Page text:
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stimuli for the conduct of the adult of its species, with instinctive activities that are
early matured, the child for a considerable period directs his attention toward the
social environment provided by the primitive family, seeking support and
nourishment and warmth and protection through his gestures—especially his
vocal gestures. These gestures inevitably must call out in himself the parental
response which is so markedly ready for expression very early in the child's
nature, and this response will include the parent's corresponding vocal gesture.
The child will stimulate himself to make the sounds which he stimulates the parent
to make. In so far as the social situation within which the child reacts is
determined by his social environment, that environment will determine what
sounds he makes and therefore what responses he stimulates both in others and
himself. The life about him will indirectly determine what parental responses he
produces in his conduct, but the direct stimulation to adult response will be
inevitably found in his own childish appeal. To the adult stimulation he responds
as a child. There is nothing in these stimulations to call out an adult response. But
in so far as he gives attention to his own childish appeals it will be the adult
response that will appear—but will appear only in case that some phases of these
adult impulses are ready in him for expression. It is, of course, the
incompleteness and relative immaturity of these adult responses that gives to the
child's conduct one of the peculiar characters which attach to play. The other is
that the child can stimulate himself to this activity. In the play of young children,
even when they play together, there is abundant evidence of the child's taking
different rôles in the process; and a solitary child will keep up the process of
stimulating himself by his vocal gestures to act in different rôles almost
indefinitely. The play of the young animal of other species lacks this self-
stimulating character and exhibits far more maturity of instinctive response than is
found in the early play of children. It is evident that out of just such conduct as
this, out of addressing one's self and responding with the appropriate response of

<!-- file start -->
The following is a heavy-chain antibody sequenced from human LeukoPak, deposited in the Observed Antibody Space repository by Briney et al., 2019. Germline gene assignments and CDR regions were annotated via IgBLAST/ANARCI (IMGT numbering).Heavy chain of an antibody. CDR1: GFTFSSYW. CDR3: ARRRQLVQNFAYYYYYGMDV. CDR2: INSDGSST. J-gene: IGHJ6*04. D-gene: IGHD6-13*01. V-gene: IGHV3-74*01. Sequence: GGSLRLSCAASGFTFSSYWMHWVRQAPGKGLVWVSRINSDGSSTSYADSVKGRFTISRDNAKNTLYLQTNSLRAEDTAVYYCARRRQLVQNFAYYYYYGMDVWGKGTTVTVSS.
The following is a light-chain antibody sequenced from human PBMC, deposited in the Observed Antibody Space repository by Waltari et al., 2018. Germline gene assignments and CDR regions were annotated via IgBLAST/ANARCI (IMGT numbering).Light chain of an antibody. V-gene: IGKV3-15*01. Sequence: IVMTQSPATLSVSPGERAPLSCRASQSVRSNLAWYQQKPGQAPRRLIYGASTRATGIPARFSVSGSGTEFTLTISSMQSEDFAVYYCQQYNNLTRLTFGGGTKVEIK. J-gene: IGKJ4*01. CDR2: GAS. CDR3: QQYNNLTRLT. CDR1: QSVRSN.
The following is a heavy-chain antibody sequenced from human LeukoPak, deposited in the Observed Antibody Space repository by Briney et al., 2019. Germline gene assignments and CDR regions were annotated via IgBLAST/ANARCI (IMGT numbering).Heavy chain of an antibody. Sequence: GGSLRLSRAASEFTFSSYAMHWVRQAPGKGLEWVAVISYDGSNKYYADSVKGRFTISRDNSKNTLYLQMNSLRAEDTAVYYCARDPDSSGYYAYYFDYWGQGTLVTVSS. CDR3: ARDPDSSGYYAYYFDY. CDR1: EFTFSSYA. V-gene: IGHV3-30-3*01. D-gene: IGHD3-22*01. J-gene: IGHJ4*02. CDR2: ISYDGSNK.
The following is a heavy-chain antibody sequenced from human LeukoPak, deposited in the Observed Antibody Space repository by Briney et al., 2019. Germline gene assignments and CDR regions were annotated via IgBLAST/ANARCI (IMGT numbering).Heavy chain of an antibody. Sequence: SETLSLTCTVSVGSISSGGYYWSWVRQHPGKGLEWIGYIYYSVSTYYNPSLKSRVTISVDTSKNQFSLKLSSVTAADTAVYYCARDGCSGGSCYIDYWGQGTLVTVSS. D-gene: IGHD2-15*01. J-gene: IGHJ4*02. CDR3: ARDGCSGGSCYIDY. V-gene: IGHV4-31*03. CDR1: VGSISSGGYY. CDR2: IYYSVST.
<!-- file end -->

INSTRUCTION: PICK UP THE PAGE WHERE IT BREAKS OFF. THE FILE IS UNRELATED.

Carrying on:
another, 'self-consciousness' arises. The child during this period of infany creates
a forum within which he assumes various rôles, and the child's self is gradually
integrated out of these socially different attitudes, always retaining the capacity of
addressing itself and responding to that address with a reaction that belongs in a
certain sense to another. He comes into the adult period with the mechanism of a
mind."
Thus far G.H. Mead in "The Self and the Process of Reflection". It is a passage
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which surely deserves to be reread and reassessed in the light of contemporary
developments in neurology and in neuropsychology, which cannot but shed light
on two aspects of Mead's theory:
1) the reflexive dimension inherent for instance in the mechanism of mirror
neurons, and
2) the extraordinary plasticity of the human brain, which may shed further light on
the ability to manage role-playing (as well as on the early internalization of the
self-image reflected in others, —e.g. in the development of the moral conscience,
as well as of gendered identity.
For further discussion of internalized dramatism in Mead and other symbolic
interactionists, see the following:
García Landa, José Angel. "Interacción internalizada: el desarrollo especular del
lenguaje y el orden simbólico." Online PDF at ResearchGate 23 April 2012.*
http://www.researchgate.net/publication/33419873
2012
_____. "Goffman: Reality as Self-Fulfilling Expectation and the Theatre of
Interiority / Goffman: La realidad como expectativa autocumplida y el teatro de la
interioridad." Online PDF at Social Science Research Network (April 2008):
http://ssrn.com/abstract=1124990
2008
______. "'Inner Dramatization': The Theatre of Interiority in George Herbert
Mead." El Gran Teatro del Mundo 3 July 2016.*
https://www.facebook.com/elgranteatrodelmundo/posts/1328682690493961
2017
In García Landa, Vanity Fea 3 July 2016.*
http://vanityfea.blogspot.com.es/2016/07/inner-dramatization-theatre-of.html
2016
_____. "Mead on Topsight." In García Landa, Vanity Fea 8 July 2016.*
http://vanityfea.blogspot.com.es/2016/07/mead-on-topsight.html
2016
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_____. "The Ideal of Universal Communication." In García Landa, Vanity Fea 9
July 2016.*
http://vanityfea.blogspot.com.es/2016/07/the-ideal-of-universal-
communication.html
2016
_____. "Consciousness as Rationality as Internalized Dramatism." In García
Landa, Vanity Fea 9 July 2016.* (G. H. Mead).
http://vanityfea.blogspot.com.es/2016/07/consciousness-as-rationality-
as.html
2016
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    Este artículo expone una teoría simbólico-interaccional de la consciencia entendida como fenómeno emergente. Relaciona la teoría de Michael Arbib sobre el origen del lenguaje y el análisis de marcos de Erving Goffman, especialmente en lo referente a sus consecuencias para una teoría del sujeto y de la experiencia personal. Se muestra cómo la mímesis ficcional y la reflexividad son inherentes al origen del lenguaje y a la permanente creatividad emergente de la acción comunicativa humana. El aspecto emergente de la consciencia también se trata desde la perspectiva de una teoría narrativa de la experiencia subjetiva y de la experiencia humana del tiempo, teoría que resulta un complemento útil de las teorías de Arbib y Goffman y facilita su integración. ___________________________________________________________________________ This paper expounds a symbolic interactionist theory of consciousness as an emergent phenomenon. It relates Michael Arbib's theory of the origin of language and Erving Goffman's frame analysis, especially as it bears on our understanding of the subject and of personal experience. Reflexivity and fictional mimesis are shown to be inherent to the origin of language and to the continuing emergent creativity of human communicative action. The emergent aspect of consciousness is also dealt with from the perspective of a narrative theory of subjective experience and of human temporality which can usefully complement and relate Arbib's and Goffman's views.